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Opinion >  Column

Huckleberries: What if they threw an election and hardly anyone showed up?

The bumpersnicker (see Huckleberries roundup) on the Subaru Outback owned by Coeur d’Alene violinist Cathyanne Nonini. (Cathyanne Nonini/Facebook photo)
The bumpersnicker (see Huckleberries roundup) on the Subaru Outback owned by Coeur d’Alene violinist Cathyanne Nonini. (Cathyanne Nonini/Facebook photo)

If you hold an election and only 5.68 percent show up, does it still count? Seems so. Despite the lousy turnout in Kootenai County on Tuesday, candidates were still elected to seats for highway, school, water, library and hospital districts.

County Clerk Jim Brannon and Deputy Clerk Jennifer Locke called Huckleberries throughout the day to report on election “color” and the dismal turnout.

Father Roger LaChance, the retiring padre at St. Pius X Catholic Church of Coeur d’Alene, for example, was the first person to vote at one of the two polling places in his church – at 9:38 a.m. The polls opened 98 minutes earlier. An hour later, Alison McArthur of the Post Falls Senior Center reported that no one had voted at the center’s two polling places. At about 6 p.m. Nancy White of Coeur d’Alene was about to jump in her jammies after a trying day in which she battled a yellowjacket trapped in her car. Then, she remembered the election, jumped back in the car, and became the 33rd voter in her precinct.

At 5:45 p.m., almost 10 hours after the polls opened, I was only the 17th person to vote at Coeur d’Alene’s Precinct 52. The two races on my ballot? One seat on the Lakes Highway District and two seats on the hospital board. Hardly show stoppers. But important. Only 26 of 701 eligible voters in my precinct performed their civic duty – or 3.71 percent.

Washington and Oregon have it right. Idaho needs vote-by-mail, too.

Fan mail

Donna Scripture of Spokane has followed the items in Huckleberries about Heather Branstetter’s new book, “Selling Sex in the Silver Valley: A Business of Doing Pleasure.” In the 1940s, Scripture and her five siblings lived in her father’s Carter Hotel in Wallace (which, she’s quick to add, was a “GOOD” hotel). One day, Scripture tells Huckleberries, she and other children at Our Lady of Lourdes grade school were asked to sell raffle tickets. So she knocked on the Gem Hotel. A woman came to the door and asked: “What can I do for you, honey?” Scripture asked if she would like to buy a ticket. The woman said, “Sure,” and gave her two dollars, which was a lot of money in the 1940s. That night at the dinner table, Scripture talked about the nice woman from the Gem Hotel. She didn’t understand until much later why her mother got upset and demanded that she was never to go there again.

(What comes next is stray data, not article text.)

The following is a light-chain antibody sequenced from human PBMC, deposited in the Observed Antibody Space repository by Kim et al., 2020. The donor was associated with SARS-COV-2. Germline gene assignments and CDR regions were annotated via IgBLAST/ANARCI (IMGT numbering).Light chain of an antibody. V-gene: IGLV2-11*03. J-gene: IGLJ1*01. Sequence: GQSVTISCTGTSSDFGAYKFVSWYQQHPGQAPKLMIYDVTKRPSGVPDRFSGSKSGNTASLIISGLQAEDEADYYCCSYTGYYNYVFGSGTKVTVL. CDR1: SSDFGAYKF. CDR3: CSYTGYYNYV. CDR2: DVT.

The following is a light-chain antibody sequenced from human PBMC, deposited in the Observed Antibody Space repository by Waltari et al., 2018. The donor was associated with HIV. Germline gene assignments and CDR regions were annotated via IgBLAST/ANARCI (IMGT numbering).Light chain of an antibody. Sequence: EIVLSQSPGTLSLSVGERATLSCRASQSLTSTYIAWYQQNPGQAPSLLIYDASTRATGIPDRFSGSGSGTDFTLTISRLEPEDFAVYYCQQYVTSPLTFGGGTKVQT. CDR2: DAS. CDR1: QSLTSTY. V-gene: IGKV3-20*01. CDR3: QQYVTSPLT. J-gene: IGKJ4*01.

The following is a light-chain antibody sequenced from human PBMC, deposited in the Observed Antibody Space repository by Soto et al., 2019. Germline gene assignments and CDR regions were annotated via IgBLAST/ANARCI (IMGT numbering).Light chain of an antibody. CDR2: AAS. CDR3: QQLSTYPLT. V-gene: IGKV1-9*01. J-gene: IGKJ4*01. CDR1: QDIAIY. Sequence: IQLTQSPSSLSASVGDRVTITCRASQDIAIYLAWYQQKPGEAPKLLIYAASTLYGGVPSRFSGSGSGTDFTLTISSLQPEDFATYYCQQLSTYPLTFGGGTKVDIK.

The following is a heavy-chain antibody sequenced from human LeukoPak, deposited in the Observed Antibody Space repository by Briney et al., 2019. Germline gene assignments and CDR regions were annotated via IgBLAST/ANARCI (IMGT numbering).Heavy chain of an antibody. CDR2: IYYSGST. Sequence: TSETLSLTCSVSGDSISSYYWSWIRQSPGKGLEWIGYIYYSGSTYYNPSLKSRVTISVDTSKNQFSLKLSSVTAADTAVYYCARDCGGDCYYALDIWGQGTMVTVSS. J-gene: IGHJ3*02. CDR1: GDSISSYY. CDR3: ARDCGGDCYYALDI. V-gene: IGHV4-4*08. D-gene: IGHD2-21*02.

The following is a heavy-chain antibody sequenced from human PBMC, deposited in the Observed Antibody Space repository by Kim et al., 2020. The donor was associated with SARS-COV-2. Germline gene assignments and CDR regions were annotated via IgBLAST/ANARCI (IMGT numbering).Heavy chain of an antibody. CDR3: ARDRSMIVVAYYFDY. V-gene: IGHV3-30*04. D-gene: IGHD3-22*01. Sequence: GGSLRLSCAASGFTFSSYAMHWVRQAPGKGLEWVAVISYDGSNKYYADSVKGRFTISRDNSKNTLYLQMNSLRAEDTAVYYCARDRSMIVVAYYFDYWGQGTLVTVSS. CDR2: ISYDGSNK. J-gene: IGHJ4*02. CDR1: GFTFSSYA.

Poet’s Corner: “She loves to hear the robin sing/his song up in the tree,/and yet the little garden worm/would likely disagree” – Tom Wobker, The Bard of Sherman Avenue (“It’s All Relative”)Coeur d’Alene businessman Mike Kennedy was impressed by the beer cup holders above the men’s urinals at CenturyLink Field on a recent trip to Seattle. But he wasn’t as impressed on the trip home when he spotted a bathroom key on a miniature toilet plunger next to the food heat lamps at a Moses Lake gas station … Nothing New Under the Sun: Copy Editor Mike McGarr/S-R saw that Huckleberries item about the top four, familiar topics from a 1967 radio re-broadcast (Middle East, abortion, Russia and race). One-ups Mike, who is reading the original “Sherlock Holmes” stories: “In the very first paragraph, Dr. Watson talks about how ‘the second Afghan war’ had already begun. This was in 1892.” Adds Mike: “Heavy sigh” … Bumpersnicker (on Coeur d’Alene violinist Cathyanne Nonini’s Subaru Outback, accompanied by a “VIOLIN” vanity plate): “If you can read this (followed by notes on a music scale), thank a music teacher.”

Parting shot

Author Heather Branstetter reports that The History Press sold out the first run of 900 books of her “Selling Sex in the Silver Valley: A Business of Doing Pleasure” – before the release date last Monday. Branstetter admits she’s having trouble keeping up with the demand. She has had to re-supply books for the Depot Museum in Wallace and The Well-Read Moose in Coeur d’Alene. Also, the books are now available at the North Idaho Museum in Coeur d’Alene and Auntie’s in Spokane. Branstetter (who will be conducting a reading at 7 p.m. Friday at the Wallace Brewing Co.) tells Huckleberries: “I have orders for more coming in constantly. It’s been a little crazy. I’m beyond happy to see this level of interest, though!” Huckleberries predicts a movie or a documentary in Branstetter’s future.

D.F. “Dave” Oliveria can be reached at (509) 319-0354 or

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